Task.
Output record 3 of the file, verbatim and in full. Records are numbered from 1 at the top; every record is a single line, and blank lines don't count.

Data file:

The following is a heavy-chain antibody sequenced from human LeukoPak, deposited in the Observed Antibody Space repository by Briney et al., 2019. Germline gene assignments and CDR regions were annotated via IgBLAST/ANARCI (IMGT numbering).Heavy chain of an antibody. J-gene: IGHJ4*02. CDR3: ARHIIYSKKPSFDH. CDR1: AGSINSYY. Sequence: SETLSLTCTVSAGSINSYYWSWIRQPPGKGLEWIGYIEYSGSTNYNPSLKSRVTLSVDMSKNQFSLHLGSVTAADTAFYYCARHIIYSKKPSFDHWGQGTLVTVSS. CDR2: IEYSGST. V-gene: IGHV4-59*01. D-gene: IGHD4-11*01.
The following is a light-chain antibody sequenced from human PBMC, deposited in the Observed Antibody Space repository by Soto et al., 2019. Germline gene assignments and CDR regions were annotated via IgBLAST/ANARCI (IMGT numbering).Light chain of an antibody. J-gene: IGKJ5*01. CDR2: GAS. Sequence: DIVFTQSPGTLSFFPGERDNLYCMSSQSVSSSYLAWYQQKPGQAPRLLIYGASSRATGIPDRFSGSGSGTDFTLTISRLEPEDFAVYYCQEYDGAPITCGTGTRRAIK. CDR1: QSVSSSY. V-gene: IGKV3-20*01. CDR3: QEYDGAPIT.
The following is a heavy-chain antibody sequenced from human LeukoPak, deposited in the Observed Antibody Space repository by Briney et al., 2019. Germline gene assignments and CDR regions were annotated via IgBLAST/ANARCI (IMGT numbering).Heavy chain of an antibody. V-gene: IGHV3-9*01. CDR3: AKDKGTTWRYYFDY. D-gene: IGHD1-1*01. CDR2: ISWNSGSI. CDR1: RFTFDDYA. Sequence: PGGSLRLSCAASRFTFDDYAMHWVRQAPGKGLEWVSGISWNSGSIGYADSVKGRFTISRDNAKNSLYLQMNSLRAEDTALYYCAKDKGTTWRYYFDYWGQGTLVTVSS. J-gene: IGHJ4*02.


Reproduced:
The following is a heavy-chain antibody sequenced from human LeukoPak, deposited in the Observed Antibody Space repository by Briney et al., 2019. Germline gene assignments and CDR regions were annotated via IgBLAST/ANARCI (IMGT numbering).Heavy chain of an antibody. V-gene: IGHV3-9*01. CDR3: AKDKGTTWRYYFDY. D-gene: IGHD1-1*01. CDR2: ISWNSGSI. CDR1: RFTFDDYA. Sequence: PGGSLRLSCAASRFTFDDYAMHWVRQAPGKGLEWVSGISWNSGSIGYADSVKGRFTISRDNAKNSLYLQMNSLRAEDTALYYCAKDKGTTWRYYFDYWGQGTLVTVSS. J-gene: IGHJ4*02.